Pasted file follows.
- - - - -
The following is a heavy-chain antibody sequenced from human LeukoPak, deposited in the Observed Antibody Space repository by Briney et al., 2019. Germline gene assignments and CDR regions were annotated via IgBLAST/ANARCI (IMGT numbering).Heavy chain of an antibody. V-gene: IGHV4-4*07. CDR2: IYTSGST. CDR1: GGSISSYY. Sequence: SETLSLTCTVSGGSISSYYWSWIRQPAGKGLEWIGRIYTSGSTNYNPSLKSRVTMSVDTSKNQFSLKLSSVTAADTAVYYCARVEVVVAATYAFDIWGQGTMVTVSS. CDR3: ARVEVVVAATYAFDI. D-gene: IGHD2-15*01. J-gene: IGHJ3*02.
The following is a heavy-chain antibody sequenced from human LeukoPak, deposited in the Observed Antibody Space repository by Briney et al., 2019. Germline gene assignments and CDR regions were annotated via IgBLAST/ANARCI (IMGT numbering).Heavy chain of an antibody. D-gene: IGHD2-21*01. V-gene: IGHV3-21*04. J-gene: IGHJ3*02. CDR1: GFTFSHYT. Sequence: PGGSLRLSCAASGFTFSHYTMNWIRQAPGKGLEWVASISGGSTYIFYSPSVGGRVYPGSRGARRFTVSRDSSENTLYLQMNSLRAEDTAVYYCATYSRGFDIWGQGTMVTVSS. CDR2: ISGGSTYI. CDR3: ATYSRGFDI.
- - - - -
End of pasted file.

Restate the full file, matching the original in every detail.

The following is a heavy-chain antibody sequenced from human LeukoPak, deposited in the Observed Antibody Space repository by Briney et al., 2019. Germline gene assignments and CDR regions were annotated via IgBLAST/ANARCI (IMGT numbering).Heavy chain of an antibody. V-gene: IGHV4-4*07. CDR2: IYTSGST. CDR1: GGSISSYY. Sequence: SETLSLTCTVSGGSISSYYWSWIRQPAGKGLEWIGRIYTSGSTNYNPSLKSRVTMSVDTSKNQFSLKLSSVTAADTAVYYCARVEVVVAATYAFDIWGQGTMVTVSS. CDR3: ARVEVVVAATYAFDI. D-gene: IGHD2-15*01. J-gene: IGHJ3*02.
The following is a heavy-chain antibody sequenced from human LeukoPak, deposited in the Observed Antibody Space repository by Briney et al., 2019. Germline gene assignments and CDR regions were annotated via IgBLAST/ANARCI (IMGT numbering).Heavy chain of an antibody. D-gene: IGHD2-21*01. V-gene: IGHV3-21*04. J-gene: IGHJ3*02. CDR1: GFTFSHYT. Sequence: PGGSLRLSCAASGFTFSHYTMNWIRQAPGKGLEWVASISGGSTYIFYSPSVGGRVYPGSRGARRFTVSRDSSENTLYLQMNSLRAEDTAVYYCATYSRGFDIWGQGTMVTVSS. CDR2: ISGGSTYI. CDR3: ATYSRGFDI.